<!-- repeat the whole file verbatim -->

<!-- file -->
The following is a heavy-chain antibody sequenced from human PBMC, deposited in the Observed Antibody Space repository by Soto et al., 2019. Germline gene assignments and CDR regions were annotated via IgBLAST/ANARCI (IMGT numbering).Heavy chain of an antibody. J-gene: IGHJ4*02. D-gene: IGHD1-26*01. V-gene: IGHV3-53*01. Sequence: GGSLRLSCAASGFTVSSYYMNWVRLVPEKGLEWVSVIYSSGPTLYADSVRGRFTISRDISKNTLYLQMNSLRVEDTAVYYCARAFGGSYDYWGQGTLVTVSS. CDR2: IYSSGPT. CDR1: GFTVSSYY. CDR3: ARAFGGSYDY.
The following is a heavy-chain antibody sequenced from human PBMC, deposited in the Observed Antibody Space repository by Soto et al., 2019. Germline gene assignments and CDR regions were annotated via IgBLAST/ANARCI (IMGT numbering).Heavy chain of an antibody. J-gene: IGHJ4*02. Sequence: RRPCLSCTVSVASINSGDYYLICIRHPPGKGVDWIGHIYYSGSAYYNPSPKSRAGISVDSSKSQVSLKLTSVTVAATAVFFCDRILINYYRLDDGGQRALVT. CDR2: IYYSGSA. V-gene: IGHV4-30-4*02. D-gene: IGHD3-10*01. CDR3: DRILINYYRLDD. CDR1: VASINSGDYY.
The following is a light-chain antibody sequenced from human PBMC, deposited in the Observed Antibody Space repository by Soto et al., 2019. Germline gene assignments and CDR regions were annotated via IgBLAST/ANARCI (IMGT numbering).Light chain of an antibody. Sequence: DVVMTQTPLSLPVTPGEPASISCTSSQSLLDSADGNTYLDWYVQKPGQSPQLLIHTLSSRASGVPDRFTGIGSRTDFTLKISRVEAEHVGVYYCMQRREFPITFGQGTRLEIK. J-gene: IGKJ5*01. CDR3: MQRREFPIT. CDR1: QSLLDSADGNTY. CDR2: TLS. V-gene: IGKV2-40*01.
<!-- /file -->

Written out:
The following is a heavy-chain antibody sequenced from human PBMC, deposited in the Observed Antibody Space repository by Soto et al., 2019. Germline gene assignments and CDR regions were annotated via IgBLAST/ANARCI (IMGT numbering).Heavy chain of an antibody. J-gene: IGHJ4*02. D-gene: IGHD1-26*01. V-gene: IGHV3-53*01. Sequence: GGSLRLSCAASGFTVSSYYMNWVRLVPEKGLEWVSVIYSSGPTLYADSVRGRFTISRDISKNTLYLQMNSLRVEDTAVYYCARAFGGSYDYWGQGTLVTVSS. CDR2: IYSSGPT. CDR1: GFTVSSYY. CDR3: ARAFGGSYDY.
The following is a heavy-chain antibody sequenced from human PBMC, deposited in the Observed Antibody Space repository by Soto et al., 2019. Germline gene assignments and CDR regions were annotated via IgBLAST/ANARCI (IMGT numbering).Heavy chain of an antibody. J-gene: IGHJ4*02. Sequence: RRPCLSCTVSVASINSGDYYLICIRHPPGKGVDWIGHIYYSGSAYYNPSPKSRAGISVDSSKSQVSLKLTSVTVAATAVFFCDRILINYYRLDDGGQRALVT. CDR2: IYYSGSA. V-gene: IGHV4-30-4*02. D-gene: IGHD3-10*01. CDR3: DRILINYYRLDD. CDR1: VASINSGDYY.
The following is a light-chain antibody sequenced from human PBMC, deposited in the Observed Antibody Space repository by Soto et al., 2019. Germline gene assignments and CDR regions were annotated via IgBLAST/ANARCI (IMGT numbering).Light chain of an antibody. Sequence: DVVMTQTPLSLPVTPGEPASISCTSSQSLLDSADGNTYLDWYVQKPGQSPQLLIHTLSSRASGVPDRFTGIGSRTDFTLKISRVEAEHVGVYYCMQRREFPITFGQGTRLEIK. J-gene: IGKJ5*01. CDR3: MQRREFPIT. CDR1: QSLLDSADGNTY. CDR2: TLS. V-gene: IGKV2-40*01.